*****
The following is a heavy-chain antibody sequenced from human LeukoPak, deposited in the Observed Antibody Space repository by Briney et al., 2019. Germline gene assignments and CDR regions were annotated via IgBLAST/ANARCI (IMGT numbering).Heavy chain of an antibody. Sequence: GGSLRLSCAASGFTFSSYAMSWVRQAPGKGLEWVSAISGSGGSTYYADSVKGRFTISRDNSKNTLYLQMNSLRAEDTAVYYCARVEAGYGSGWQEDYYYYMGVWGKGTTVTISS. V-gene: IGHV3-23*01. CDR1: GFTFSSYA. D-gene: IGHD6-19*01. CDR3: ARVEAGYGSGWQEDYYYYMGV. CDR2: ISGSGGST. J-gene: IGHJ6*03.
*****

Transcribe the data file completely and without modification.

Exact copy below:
The following is a heavy-chain antibody sequenced from human LeukoPak, deposited in the Observed Antibody Space repository by Briney et al., 2019. Germline gene assignments and CDR regions were annotated via IgBLAST/ANARCI (IMGT numbering).Heavy chain of an antibody. Sequence: GGSLRLSCAASGFTFSSYAMSWVRQAPGKGLEWVSAISGSGGSTYYADSVKGRFTISRDNSKNTLYLQMNSLRAEDTAVYYCARVEAGYGSGWQEDYYYYMGVWGKGTTVTISS. V-gene: IGHV3-23*01. CDR1: GFTFSSYA. D-gene: IGHD6-19*01. CDR3: ARVEAGYGSGWQEDYYYYMGV. CDR2: ISGSGGST. J-gene: IGHJ6*03.